ROME (Reuters) - Italian banks’ bad loans started to decline as a proportion of overall lending in the first quarter of this year, although they are still rising in absolute terms, the Bank of Italy said on Friday.
“The deterioration in banks’ loan asset quality has eased,” the central bank said in its twice-yearly Financial Stability Report.
“The flow of new bad debts as a ratio to outstanding loans stabilised in the fourth quarter of 2013 and preliminary data indicate that in the first quarter of 2014 it declined,” the report said. “However, the volume of non-performing loans is still growing.”
A gradual easing of credit contraction and the decline in net non-performing loans (NPLs) are among several signs that Italy is gradually emerging from a two-year long recession.
Italian banking association ABI said last month that net NPLs had fallen to 78.2 billion euros (64.43 billion pounds) in February from 79.2 billion euros in January.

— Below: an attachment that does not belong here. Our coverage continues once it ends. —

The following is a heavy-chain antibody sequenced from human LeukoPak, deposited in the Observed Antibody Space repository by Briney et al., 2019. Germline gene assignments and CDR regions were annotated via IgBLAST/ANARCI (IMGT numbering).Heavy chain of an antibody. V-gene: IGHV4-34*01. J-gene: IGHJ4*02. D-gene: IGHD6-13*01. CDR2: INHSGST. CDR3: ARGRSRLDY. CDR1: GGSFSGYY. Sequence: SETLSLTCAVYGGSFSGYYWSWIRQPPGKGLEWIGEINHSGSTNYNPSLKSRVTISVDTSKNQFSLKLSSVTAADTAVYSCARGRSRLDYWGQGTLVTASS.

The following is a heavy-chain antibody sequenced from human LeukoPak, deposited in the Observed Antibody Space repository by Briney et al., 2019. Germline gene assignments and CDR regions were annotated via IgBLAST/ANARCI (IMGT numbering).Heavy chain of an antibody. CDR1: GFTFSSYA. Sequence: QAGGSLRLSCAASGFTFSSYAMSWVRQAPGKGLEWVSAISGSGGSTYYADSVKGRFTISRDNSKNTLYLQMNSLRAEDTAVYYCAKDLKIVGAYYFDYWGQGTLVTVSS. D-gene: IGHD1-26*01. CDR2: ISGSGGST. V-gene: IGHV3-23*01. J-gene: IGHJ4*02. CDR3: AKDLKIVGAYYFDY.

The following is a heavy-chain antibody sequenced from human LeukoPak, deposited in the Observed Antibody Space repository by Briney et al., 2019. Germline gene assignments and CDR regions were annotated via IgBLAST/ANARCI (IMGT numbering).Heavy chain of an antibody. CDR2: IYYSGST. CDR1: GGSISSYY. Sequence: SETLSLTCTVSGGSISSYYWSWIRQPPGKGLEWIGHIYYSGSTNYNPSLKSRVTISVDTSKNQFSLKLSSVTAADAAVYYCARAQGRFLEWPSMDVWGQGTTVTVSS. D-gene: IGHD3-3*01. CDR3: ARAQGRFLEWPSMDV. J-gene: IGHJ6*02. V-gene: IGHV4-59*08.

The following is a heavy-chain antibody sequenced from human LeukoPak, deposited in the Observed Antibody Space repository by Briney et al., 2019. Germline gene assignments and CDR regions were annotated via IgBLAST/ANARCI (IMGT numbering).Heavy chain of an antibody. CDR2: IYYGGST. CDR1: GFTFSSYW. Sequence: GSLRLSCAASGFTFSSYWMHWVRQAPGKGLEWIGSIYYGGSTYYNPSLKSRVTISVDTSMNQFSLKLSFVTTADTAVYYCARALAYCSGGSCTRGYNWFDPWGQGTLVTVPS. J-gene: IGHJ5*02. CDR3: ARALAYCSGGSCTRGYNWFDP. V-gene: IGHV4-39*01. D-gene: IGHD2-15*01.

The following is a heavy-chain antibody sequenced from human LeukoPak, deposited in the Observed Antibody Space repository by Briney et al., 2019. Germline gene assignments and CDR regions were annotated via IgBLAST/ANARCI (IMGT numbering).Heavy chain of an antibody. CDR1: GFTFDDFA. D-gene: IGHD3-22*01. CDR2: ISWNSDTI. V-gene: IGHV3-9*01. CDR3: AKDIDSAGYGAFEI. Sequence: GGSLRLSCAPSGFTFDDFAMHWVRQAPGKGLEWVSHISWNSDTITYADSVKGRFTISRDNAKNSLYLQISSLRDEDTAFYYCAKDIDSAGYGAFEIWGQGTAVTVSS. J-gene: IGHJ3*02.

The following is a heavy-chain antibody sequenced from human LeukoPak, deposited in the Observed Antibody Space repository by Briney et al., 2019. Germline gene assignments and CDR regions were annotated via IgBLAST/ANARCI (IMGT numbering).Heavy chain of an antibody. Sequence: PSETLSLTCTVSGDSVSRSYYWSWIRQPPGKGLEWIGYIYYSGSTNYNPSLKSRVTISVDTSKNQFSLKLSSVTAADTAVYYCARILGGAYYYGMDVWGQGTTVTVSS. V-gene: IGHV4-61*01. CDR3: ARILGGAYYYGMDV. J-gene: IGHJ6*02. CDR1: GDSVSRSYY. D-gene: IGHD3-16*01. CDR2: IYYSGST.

Gross NPLs topped 162 billion euros in February, ABI said, up from 160.4 billion.
The Bank of Italy report said Italian banks are gradually repaying the money they borrowed from the European Central Bank during the height of the euro zone debt crisis, but at a slower rate than elsewhere in the currency bloc.
Last month 38 of the 112 Italian counterparties that had taken part in the ECB’s 3-year refinancing operations had paid back 79 billion euros, or 31 percent of the original borrowing, compared with 62 percent in the other euro zone countries, the Bank of Italy said on Friday.
Reporting By Gavin Jones